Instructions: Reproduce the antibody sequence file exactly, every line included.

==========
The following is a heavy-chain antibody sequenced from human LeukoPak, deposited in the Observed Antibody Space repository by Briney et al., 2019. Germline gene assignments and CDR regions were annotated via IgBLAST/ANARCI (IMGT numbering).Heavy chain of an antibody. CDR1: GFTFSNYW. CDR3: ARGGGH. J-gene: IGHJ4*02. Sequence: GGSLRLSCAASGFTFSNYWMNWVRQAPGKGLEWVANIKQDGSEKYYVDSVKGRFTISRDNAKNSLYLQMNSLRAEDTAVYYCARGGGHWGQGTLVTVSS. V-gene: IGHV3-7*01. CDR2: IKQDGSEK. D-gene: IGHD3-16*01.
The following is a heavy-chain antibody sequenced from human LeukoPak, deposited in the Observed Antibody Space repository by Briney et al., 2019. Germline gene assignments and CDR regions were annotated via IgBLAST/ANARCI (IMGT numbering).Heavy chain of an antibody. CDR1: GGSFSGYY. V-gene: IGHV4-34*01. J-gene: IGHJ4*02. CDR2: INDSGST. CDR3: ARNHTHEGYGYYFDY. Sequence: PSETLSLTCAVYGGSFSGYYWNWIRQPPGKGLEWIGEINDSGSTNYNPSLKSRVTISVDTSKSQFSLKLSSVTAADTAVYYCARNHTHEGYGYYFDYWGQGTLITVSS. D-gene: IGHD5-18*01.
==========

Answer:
The following is a heavy-chain antibody sequenced from human LeukoPak, deposited in the Observed Antibody Space repository by Briney et al., 2019. Germline gene assignments and CDR regions were annotated via IgBLAST/ANARCI (IMGT numbering).Heavy chain of an antibody. CDR1: GFTFSNYW. CDR3: ARGGGH. J-gene: IGHJ4*02. Sequence: GGSLRLSCAASGFTFSNYWMNWVRQAPGKGLEWVANIKQDGSEKYYVDSVKGRFTISRDNAKNSLYLQMNSLRAEDTAVYYCARGGGHWGQGTLVTVSS. V-gene: IGHV3-7*01. CDR2: IKQDGSEK. D-gene: IGHD3-16*01.
The following is a heavy-chain antibody sequenced from human LeukoPak, deposited in the Observed Antibody Space repository by Briney et al., 2019. Germline gene assignments and CDR regions were annotated via IgBLAST/ANARCI (IMGT numbering).Heavy chain of an antibody. CDR1: GGSFSGYY. V-gene: IGHV4-34*01. J-gene: IGHJ4*02. CDR2: INDSGST. CDR3: ARNHTHEGYGYYFDY. Sequence: PSETLSLTCAVYGGSFSGYYWNWIRQPPGKGLEWIGEINDSGSTNYNPSLKSRVTISVDTSKSQFSLKLSSVTAADTAVYYCARNHTHEGYGYYFDYWGQGTLITVSS. D-gene: IGHD5-18*01.